PANAJI: The Special Economic Zone Act was enacted by the Centre in June 2005, but the Goa government was exploring possibilities right from December 2004.
The first time that the government considered SEZs was on December 29, 2004, when under the chairmanship of then chief minister Manohar Parrikar a decision was taken at a Goa Industrial Development Corparation (GIDC) meeting to earmark land for a food park, a biotech park and an SEZ.
At a subsequent meeting on April 15, 2005 chaired by industries secretary Jayashree Raghuraman (Goa was then under Central rule), it was decided to "explore the possibility of setting up food park and SEZ at Keri and bio-tech park at Verna".
It was two months later—June 23—that the Centre enacted the SEZ Act 2005 and another 12 months—June 5, 2006—before the Goa government came up with an SEZ policy. In the meantime, in March and April 2006 GIDC had already accepted applications from companies for SEZs.
Information available with TOI reveals that allegations of procedural impropriety and blatant irregularities against the SEZs could well be true. These facts and many more irregularities have come to light following documents made available by the government under the Right To Information Act.
The documents reveal that land was allotted to the companies even before the Goa SEZ policy was formulated.
Of the three notified SEZs, two—K Raheja Corp Private Limited and Meditab Specialities Pvt Ltd—had the blessings of then chief minister Pratapsingh Rane and industries minister Luizinho Faleiro.
"The said proposal has been forwarded to us by the industries minister with the approval of the chief minister with the direction to consider their proposal," said the agenda note for GIDC's March 28, 2006 board meeting regarding Meditab's proposal.
Similarly, the agenda note for the April 19,2006 GIDC board meeting said, "The chief minister as well as the industries minister are in support of the above allotments (land for Raheja and others)."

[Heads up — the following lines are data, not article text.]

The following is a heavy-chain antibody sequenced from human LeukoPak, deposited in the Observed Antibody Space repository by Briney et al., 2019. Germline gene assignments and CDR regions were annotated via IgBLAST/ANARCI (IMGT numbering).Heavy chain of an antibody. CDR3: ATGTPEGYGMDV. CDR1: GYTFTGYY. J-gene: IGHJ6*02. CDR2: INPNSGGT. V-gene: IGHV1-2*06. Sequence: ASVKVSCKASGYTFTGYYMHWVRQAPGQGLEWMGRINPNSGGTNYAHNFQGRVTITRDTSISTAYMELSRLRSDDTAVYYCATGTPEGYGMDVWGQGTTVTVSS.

The third SEZ, Peninsula Research & Development Centre, was "under formation" when GIDC reviewed their application and decided to allot land on March 28, 2006. Interestingly, in the April of that year, before the Goa SEZ policy came into existence, GIDC had already accepted applications from the three SEZs.
The irregularities continue. Two of the applications, those of Raheja and Peninsula, don't have the company seal, nor an inward stamp of GIDC and just one eye witness, instead of two. This raises doubt over the date the applications were received by GIDC and whether the GIDC issued the mandatory seven day notice to call a board meeting
The industries and labour department regulations clearly state that ‘the secretary shall give seven clear days notice of the ensuing meeting to each member of the corporation'.
Though GIDC in its agenda note for a meeting on February 7, 2006 proposed to revise the premium rate of plots in the industrial estates, it went easy on the three SEZs. This despite the fact that GIDC had decided that all new applications for plots and transfer of plots will be based on revised rates.
While the price of plots for the industrial units at Verna phase I, II and III was hiked to Rs 750, the SEZs in phase IV were charged only Rs 600. Further, while the rate of land at Sancoale industrial estate was hiked from Rs 125 to Rs 400, Peninsula was charged just Rs 250, as the ‘area proposed for allotment is sloppy and without proper access'. Meditab got their land at the cheapest possible price of just Rs 80 per sq m.
The documents also reveal that GIDC relaxed the land rates, reduced the 2% annual lease rent that it had unanimously decided to charge in industrial estates effective from April 1, 2006, to 0.5% for the three SEZs. The lease signed is for 30 years, with a provision to extend it to 95 years.
Further, though in the agreement with the three SEZs transfer of land was prohibited without GIDC consent, minutes of the GIDC meeting of April 19, 2006, reveal that the GIDC will not charge transfer fees, sub-lease or assignment charges from them. This would allow the SEZ developers to sub-lease or transfer the land to anyone at a price, without in turn paying the GIDC.
Senior colleagues, I would like to know what are the probable information we can sought from special economic zones. I am interested about labour deployment and exploitation. The SEZ is not so clear about the details of work force. All other details about implementation of labour laws differing from state to state. Hence, please respond.